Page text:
In her village, across the street where Sri used to live, lived Mr Naresh. Till she was thirteen, she had thought that his name was ‘Seth Ji’ for everyone around her used to call him that. It was only when a few Christian Nuns had begun to come to her village, to teach students like her — poor and not so privileged — and when she had learned how to read, did she come to know that his name was Naresh. It was written in front of his shop above which he lived. Inside Seth Ji’s house was the television, housed inside the square wooden cabinet with tiny doors fitted for its protection. The only television in the village. It was on that television that she had watched the Bollywood movies, in parts, till as long as she along with the others were allowed to. Life had seemed so simple in the movies, eventful yet simple. The hardships that the actor underwent were always rewarded in the form of a beautiful girl. Love was never easy, the movies had taught her, but it was always a one-time affair. The pursuit, onerous as it was, resulted in a togetherness that lasted forever. Love ignited once, burnt forever; and beauty that managed to lure the lover, never seemed to fade.
By the time she was done taking care of the things inside the kitchen, it was eight. She came to the room and headed towards the calendar. She picked up the pen hung by the side of the calendar and stroked the yesterday’s date out. All the past dates on the calendar were stroked out. She looked at the television mounted on the tin can that contained wheat in it, and the Television had to be lifted off it whenever she ran out of the flour. So many days had passed since the television was last switched on. There was a time when it would be on for hours at a stretch when her husband used to watch cricket matches. But, when she thinks of it now, she realises that they have had never watched a movie together on it. He worked in a factory nearby, and by the time he came back home, he was energetic enough only for the sex. Not that she was not thankful for that, she loved his body over hers, even when he refused to take the bath and jumped over her as soon as he came back. I have learned a new position today, he said to her on certain days, and every time he said that she had wanted to ask ‘Where from’, but her aunt had admonished her against questioning on anything, at least till the permanency kicked in. But when Sri had asked ‘And when would that happen?’ Her aunt had nudged Sri by her elbow, and so Sri never actually got to know if they had already reached that level of ‘permanency’ in their relationship.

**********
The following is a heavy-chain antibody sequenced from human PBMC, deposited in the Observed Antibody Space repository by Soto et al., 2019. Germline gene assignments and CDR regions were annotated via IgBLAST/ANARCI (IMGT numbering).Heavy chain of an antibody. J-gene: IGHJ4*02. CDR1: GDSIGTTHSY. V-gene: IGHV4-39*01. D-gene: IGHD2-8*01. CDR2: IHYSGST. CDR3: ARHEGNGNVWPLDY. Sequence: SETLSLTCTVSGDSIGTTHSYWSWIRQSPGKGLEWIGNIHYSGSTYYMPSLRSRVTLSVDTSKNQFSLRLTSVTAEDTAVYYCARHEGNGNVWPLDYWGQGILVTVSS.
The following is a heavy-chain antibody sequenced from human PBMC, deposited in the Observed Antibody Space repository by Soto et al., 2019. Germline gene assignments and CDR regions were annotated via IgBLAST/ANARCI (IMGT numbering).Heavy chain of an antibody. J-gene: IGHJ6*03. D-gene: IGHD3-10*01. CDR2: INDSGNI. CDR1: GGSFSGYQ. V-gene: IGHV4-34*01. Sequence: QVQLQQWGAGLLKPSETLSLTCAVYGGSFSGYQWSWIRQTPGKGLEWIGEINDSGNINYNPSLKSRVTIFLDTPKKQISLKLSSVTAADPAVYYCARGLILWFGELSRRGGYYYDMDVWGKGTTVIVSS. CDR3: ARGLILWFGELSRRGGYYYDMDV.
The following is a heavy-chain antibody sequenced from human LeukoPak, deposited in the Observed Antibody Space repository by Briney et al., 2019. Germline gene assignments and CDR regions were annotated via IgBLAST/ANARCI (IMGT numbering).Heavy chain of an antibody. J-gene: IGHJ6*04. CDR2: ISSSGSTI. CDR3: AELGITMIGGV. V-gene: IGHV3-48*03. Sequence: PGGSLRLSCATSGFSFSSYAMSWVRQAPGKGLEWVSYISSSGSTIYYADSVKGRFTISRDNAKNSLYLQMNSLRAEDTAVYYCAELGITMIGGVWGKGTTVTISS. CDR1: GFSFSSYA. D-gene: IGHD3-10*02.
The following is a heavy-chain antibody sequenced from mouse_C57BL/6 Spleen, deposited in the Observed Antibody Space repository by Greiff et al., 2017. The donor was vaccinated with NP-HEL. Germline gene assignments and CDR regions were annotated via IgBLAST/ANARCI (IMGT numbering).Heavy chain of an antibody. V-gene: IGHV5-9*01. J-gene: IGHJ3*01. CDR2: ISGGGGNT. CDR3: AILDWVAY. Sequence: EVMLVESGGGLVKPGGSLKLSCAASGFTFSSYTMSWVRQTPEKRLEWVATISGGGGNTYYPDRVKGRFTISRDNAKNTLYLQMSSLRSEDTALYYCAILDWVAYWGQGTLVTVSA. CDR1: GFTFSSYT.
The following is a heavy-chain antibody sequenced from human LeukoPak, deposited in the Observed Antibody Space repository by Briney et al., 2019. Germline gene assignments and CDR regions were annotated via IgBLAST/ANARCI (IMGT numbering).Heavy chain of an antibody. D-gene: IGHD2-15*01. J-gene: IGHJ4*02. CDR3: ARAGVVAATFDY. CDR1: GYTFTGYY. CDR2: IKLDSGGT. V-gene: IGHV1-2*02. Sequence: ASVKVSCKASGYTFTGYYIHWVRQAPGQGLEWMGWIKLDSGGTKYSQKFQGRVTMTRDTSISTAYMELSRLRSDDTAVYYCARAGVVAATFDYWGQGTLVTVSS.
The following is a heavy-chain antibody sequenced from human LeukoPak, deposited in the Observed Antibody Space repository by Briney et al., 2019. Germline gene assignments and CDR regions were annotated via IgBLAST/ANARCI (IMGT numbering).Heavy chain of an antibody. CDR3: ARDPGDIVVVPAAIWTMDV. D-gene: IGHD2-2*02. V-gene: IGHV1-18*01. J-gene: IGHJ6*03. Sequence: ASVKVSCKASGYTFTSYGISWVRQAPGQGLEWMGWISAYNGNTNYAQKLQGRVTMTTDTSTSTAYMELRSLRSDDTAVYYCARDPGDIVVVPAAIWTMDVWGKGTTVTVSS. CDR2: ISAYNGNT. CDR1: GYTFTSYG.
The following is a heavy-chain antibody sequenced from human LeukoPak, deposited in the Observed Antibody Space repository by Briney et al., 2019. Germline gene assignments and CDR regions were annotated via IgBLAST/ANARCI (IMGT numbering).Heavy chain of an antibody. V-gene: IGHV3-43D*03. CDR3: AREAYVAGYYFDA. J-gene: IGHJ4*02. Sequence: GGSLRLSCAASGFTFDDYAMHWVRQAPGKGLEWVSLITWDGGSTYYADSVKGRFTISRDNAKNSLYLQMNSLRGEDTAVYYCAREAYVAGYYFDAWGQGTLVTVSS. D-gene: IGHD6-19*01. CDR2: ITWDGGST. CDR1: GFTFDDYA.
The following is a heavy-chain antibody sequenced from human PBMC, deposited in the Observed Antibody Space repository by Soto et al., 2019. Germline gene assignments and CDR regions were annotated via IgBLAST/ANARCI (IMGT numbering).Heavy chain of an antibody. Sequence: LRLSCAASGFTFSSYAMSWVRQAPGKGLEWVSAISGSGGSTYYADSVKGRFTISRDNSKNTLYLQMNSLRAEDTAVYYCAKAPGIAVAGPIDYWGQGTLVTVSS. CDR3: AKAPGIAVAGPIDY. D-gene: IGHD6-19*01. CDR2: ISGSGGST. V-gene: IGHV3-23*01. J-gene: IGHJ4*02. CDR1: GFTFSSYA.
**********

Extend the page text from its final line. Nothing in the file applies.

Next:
She sat on the bed and picked up a notebook she had been practising handwriting on. She had promised the Nuns, who had taught her, that she would come to meet them, at least once every year. The Nuns, thinking practically, had asked her to just write something up whenever she missed them, and that if she did that, they would know of her love. How transforming has had the act of learning been for her, she thinks. And what would have become of her, had it not been for the Sisters who selflessly devoted their times to teach children like her. Especially after her husband had abandoned her for another woman.
She heads to the wall and takes the current year’s calendar off, the last year’s calendar surfaces. She shuffles its pages and reached to the first date that was stroked. June, 13th. On the night of 12th, her husband had announced to her that he had impregnated a woman, and that it happened by chance, he had added, as if having sex with someone was a happenstance. He had disclosed the news to her in such a nonchalant way that it seemed like a joke. Like the way couples in the movies tease and test each other. But in their marriage there were no jokes, he worked hard, all during the day, and they had sex in the night, some times before he had dinner and sometimes after it. On the same night he had told her about the woman, he had packed the trunk with his belongings and had moved to the other lady’s house. ‘She won’t be able to raise the baby all alone’, he told Sri, ‘she is only seventeen’. Flummoxed, Sri had wanted to ask, ‘but what about me?’ But then that would have been a question and her aunt had warned her against it. And before leaving home, he had told her that he would ensure to send her money, more than she’d need, every month. And that she could live in the same place and he’d pay the rent.
Sri misses her aunt a lot lately. Her aunt had died a year back. Sri wishes that her aunt were still around so that Sri could go to her and confront her one final time. To tell her how wrong she had been — all her advises, her disinclination to answer Sri’s questions, and her attempt to contain marriages in certain accepted notions. Notions that now seem as apocryphal. Bollywood movies weren’t any better. In life, what began in a smile didn’t necessarily result in perpetual laughter. And love. Love was tricky. The flame that once ignited, if not properly paid attention to, was often doused. But sometimes, she is convinced now, even if one pays all their attention to it, the flame is doused by a gust of wind that blows out of nowhere.
The picture used along with the post has been downloaded from here.